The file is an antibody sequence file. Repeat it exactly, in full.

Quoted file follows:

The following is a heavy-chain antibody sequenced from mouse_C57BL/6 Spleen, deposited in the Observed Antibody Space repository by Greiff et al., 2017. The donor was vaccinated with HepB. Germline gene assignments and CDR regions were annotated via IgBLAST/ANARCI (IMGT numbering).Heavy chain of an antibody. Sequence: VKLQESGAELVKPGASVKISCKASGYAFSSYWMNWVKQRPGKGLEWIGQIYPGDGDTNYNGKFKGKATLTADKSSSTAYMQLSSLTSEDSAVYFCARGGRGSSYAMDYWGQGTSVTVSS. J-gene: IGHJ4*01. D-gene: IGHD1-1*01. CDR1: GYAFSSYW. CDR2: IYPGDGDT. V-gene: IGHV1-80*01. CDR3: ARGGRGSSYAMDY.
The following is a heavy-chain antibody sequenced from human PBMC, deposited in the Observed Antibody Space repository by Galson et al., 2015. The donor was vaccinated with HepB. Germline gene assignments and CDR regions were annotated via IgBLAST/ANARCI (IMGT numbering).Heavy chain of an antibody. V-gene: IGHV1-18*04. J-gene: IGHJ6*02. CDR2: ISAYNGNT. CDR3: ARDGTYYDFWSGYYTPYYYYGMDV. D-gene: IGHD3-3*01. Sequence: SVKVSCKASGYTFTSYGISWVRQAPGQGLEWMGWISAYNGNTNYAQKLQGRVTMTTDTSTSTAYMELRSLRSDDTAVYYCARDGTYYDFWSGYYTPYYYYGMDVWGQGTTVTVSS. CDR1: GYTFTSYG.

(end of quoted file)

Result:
The following is a heavy-chain antibody sequenced from mouse_C57BL/6 Spleen, deposited in the Observed Antibody Space repository by Greiff et al., 2017. The donor was vaccinated with HepB. Germline gene assignments and CDR regions were annotated via IgBLAST/ANARCI (IMGT numbering).Heavy chain of an antibody. Sequence: VKLQESGAELVKPGASVKISCKASGYAFSSYWMNWVKQRPGKGLEWIGQIYPGDGDTNYNGKFKGKATLTADKSSSTAYMQLSSLTSEDSAVYFCARGGRGSSYAMDYWGQGTSVTVSS. J-gene: IGHJ4*01. D-gene: IGHD1-1*01. CDR1: GYAFSSYW. CDR2: IYPGDGDT. V-gene: IGHV1-80*01. CDR3: ARGGRGSSYAMDY.
The following is a heavy-chain antibody sequenced from human PBMC, deposited in the Observed Antibody Space repository by Galson et al., 2015. The donor was vaccinated with HepB. Germline gene assignments and CDR regions were annotated via IgBLAST/ANARCI (IMGT numbering).Heavy chain of an antibody. V-gene: IGHV1-18*04. J-gene: IGHJ6*02. CDR2: ISAYNGNT. CDR3: ARDGTYYDFWSGYYTPYYYYGMDV. D-gene: IGHD3-3*01. Sequence: SVKVSCKASGYTFTSYGISWVRQAPGQGLEWMGWISAYNGNTNYAQKLQGRVTMTTDTSTSTAYMELRSLRSDDTAVYYCARDGTYYDFWSGYYTPYYYYGMDVWGQGTTVTVSS. CDR1: GYTFTSYG.